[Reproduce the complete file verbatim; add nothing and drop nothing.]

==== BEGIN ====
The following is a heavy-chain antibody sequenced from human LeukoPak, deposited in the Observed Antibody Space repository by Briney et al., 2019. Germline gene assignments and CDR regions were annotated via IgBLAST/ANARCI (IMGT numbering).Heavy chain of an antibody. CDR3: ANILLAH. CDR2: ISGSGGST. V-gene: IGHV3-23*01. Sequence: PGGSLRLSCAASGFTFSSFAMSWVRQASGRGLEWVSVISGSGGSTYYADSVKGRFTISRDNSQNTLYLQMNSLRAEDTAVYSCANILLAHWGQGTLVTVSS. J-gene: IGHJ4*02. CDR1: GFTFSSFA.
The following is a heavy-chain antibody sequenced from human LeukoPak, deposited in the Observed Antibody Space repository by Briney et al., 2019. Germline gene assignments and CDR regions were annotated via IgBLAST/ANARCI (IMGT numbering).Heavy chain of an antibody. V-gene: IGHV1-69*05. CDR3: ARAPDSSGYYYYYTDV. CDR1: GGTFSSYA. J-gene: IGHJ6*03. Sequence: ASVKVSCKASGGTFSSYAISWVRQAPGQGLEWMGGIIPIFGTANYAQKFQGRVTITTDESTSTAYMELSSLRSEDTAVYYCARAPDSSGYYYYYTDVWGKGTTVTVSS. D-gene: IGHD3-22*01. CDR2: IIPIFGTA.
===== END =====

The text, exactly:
The following is a heavy-chain antibody sequenced from human LeukoPak, deposited in the Observed Antibody Space repository by Briney et al., 2019. Germline gene assignments and CDR regions were annotated via IgBLAST/ANARCI (IMGT numbering).Heavy chain of an antibody. CDR3: ANILLAH. CDR2: ISGSGGST. V-gene: IGHV3-23*01. Sequence: PGGSLRLSCAASGFTFSSFAMSWVRQASGRGLEWVSVISGSGGSTYYADSVKGRFTISRDNSQNTLYLQMNSLRAEDTAVYSCANILLAHWGQGTLVTVSS. J-gene: IGHJ4*02. CDR1: GFTFSSFA.
The following is a heavy-chain antibody sequenced from human LeukoPak, deposited in the Observed Antibody Space repository by Briney et al., 2019. Germline gene assignments and CDR regions were annotated via IgBLAST/ANARCI (IMGT numbering).Heavy chain of an antibody. V-gene: IGHV1-69*05. CDR3: ARAPDSSGYYYYYTDV. CDR1: GGTFSSYA. J-gene: IGHJ6*03. Sequence: ASVKVSCKASGGTFSSYAISWVRQAPGQGLEWMGGIIPIFGTANYAQKFQGRVTITTDESTSTAYMELSSLRSEDTAVYYCARAPDSSGYYYYYTDVWGKGTTVTVSS. D-gene: IGHD3-22*01. CDR2: IIPIFGTA.